In this week’s epistle reading, Paul demonstrates that mix of humility
and pride that so definitively marks off his writing from any other
voice in the Bible.
Paul is proud of the fact that if anyone
wants to get in some kind of macho contest over the marks of
righteousness in Jewish tradition, he would win. He’s got it all, from
circumcision to full Jewish identity, Benjaminite lineage, knowledge and
practice of Jewish law, training and identity as a Pharisee and a
persecutor of the church to boot.
But Paul’s encounter with
Christ has led him to treat that entire heritage as excrement. It is
hard to overstate how shocking this choice of words is here. There is no
gainsaying how offensive it must have been and could still be to those
who continue to value the heritage and identity that Paul has rejected
But Paul is not worried about them right now. He has
turned decisively away from every aspect of his former identity and
counted it as worthless. He has turned decisively toward a new identity,
in what Nietzsche would have called a revaluation of all values. The
one who fiercely persecuted Christ and his people has now come to value a
relationship with Christ just as fiercely, as the entire purpose of his
existence. Paul wants to know Christ,
and not just things about him but specific dimensions of him: the
experience of sharing in his sufferings and in the power of his
resurrection, in this life and the life to come.
This is the
ultimate about face recorded in scripture. Its radicality has challenged
Christians ever since, and not always in constructive ways.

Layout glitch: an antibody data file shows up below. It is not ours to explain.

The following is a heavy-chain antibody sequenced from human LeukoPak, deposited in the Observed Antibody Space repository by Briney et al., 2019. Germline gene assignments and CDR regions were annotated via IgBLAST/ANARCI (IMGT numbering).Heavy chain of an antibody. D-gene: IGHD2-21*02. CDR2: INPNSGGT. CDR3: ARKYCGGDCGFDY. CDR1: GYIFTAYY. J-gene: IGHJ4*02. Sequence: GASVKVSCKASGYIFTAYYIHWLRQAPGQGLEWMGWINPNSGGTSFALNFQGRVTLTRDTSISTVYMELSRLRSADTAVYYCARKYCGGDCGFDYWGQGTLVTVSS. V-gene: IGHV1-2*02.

Conversionist traditions such as my own Baptist brand of Christianity
have tended to lift up Paul’s reversal as setting the standard for our
own. The best conversions were the juiciest ones, involving the deepest
descent into sin in order to set up the grandest and most profound
Pity the good little Baptist ten-year-old who
really did believe in Jesus and wanted to walk the aisle but had little
grotesque sin to repent. Eventually an incrementalist or
developmentalist kind of conversion narrative forced its way into
acceptance in churches rooted in a Pauline conversionism. But the latter
paradigm often resurfaced when that ten-year-old got off the straight
and narrow as a teen. Second and third baptisms, with real repentance of
real sin, sometimes followed.
Religious psychology aside, the
starkness of Paul’s move here does challenge those who claim to be
Christians today. It has not required much in the way of an about face
for most of us to fit together Christian faith and regular life in
American culture. We don’t have to count it all excrement. . .which can
be very confusing.
Additional lectionary columns by Gushee
appear in the March 9 issue of the Century—click here to subscribe.